For years watching Doc Martin or more recently having to sit obediently through episodes of Poldark, I had a bit of an idea what Cornwall may offer. Jax worked here after leaving London in the mid 70’s and she talks with such pleasure about her “surfy years” of being barefoot and bohemian on the Cornish coast.

Cornwall, at the southwest tip of England, is a photographer’s dream. A rugged land with cliffs moulded by the sea and shadowed by stormy clouds, it glows in the light.
We stayed in St. Ives while we did day trips out to varying townships in Cornwall. Attracting artists for decades, and bustling with tourists, St. Ives has a little bit of everything: galleries, art museums (including the Tate St. Ives), beaches, eclectic shops and restaurants, a harbour where you get dive bombed by seagulls the size of albatross! My checklist of shots for cities, such as St. Ives, includes street scenes, viewpoints, landmarks, local people, architecture, markets, night scenes, sunrises and sunsets, and close-ups. With the little time I had, I knew I wouldn’t hit everything on my checklist.  There were also hoards of tourists to manoeuvre through, and because you have to park about 2 miles away from the township you have a lot of heavy equipment to carry up and down hills.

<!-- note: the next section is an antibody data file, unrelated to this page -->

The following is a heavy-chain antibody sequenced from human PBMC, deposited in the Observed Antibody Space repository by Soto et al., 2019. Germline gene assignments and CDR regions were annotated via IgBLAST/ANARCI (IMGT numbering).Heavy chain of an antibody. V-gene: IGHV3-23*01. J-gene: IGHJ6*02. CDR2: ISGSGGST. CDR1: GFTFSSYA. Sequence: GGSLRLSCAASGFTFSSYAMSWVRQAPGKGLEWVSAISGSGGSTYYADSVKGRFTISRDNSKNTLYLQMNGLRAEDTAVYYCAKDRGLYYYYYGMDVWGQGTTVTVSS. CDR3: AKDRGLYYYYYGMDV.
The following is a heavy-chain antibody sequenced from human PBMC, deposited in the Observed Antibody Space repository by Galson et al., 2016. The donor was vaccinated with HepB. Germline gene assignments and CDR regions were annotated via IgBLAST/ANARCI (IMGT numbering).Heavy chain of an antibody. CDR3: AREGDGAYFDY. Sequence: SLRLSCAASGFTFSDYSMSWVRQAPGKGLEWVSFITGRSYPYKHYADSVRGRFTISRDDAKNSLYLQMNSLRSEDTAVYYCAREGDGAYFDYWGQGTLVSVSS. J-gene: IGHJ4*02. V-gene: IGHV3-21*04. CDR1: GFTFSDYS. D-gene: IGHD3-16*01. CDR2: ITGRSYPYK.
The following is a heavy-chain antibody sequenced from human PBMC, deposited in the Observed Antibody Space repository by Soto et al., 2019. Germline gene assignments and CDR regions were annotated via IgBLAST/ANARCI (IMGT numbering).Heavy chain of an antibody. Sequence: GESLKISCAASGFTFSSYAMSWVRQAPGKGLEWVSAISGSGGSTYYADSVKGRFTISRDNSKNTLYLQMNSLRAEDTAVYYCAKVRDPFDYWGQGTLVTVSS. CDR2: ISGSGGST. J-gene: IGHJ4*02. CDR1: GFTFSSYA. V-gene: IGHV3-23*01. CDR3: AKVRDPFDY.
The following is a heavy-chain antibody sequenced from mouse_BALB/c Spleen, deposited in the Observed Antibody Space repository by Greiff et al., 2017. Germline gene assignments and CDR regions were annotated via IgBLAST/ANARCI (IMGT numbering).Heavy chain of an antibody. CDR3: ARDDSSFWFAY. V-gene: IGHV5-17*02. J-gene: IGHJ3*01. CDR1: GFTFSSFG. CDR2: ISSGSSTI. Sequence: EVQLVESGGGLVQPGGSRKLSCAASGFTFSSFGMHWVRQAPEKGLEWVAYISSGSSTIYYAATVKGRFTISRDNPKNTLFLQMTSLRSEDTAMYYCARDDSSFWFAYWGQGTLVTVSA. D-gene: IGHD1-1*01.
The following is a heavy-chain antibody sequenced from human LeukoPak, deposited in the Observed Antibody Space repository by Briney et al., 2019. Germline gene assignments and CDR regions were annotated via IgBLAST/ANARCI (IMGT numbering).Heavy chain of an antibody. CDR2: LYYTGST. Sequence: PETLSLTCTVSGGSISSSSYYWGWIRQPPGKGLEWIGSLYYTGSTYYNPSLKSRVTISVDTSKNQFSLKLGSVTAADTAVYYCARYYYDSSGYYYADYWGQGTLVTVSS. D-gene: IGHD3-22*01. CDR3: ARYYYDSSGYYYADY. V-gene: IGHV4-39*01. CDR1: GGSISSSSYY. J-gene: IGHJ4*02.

For architectural shots I got out very early, before the streets were busy and when the light was soft. When the sun was bright, I looked for colours and shapes enhanced by the bright light of the day. I added “tourists on holiday” to my checklist, since tourism defines St. Ives today. The best way to photograph people when there are so many crowds is to stay in one spot and wait and watch. You can preset the camera’s exposure and focus, and divert your attention to what you are experiencing.

When we were in West Cornwall, it’s  was only a short-ish (and beautiful) drive to The Minack Theatre. Known across the world, The Minack is an awe-inspiring open-air theatre carved from the cliffs high above Porthcurno beach. This spectacular theatre offers a fabulous programme of productions, we were lucky to see “La Traviata” giving us thrills to hear such a beautiful opera with such a majestic backdrop of the turquoise ocean…… Was the sea really this blue? And the cottages so white?... yes on both counts - and I finally understood why so many painters flock to Cornwall. The light danced off the blue waters in Porthcurno, the tiny streets and the white washed houses of Polperro were quaint and beautiful, Port Isaac (Port Wenn) oozed with the picturesque scenes from Doc Martin and Tintagal overflowed with legends and history whilst Boscastle was brimming with tales of witchcraft and the supernatural.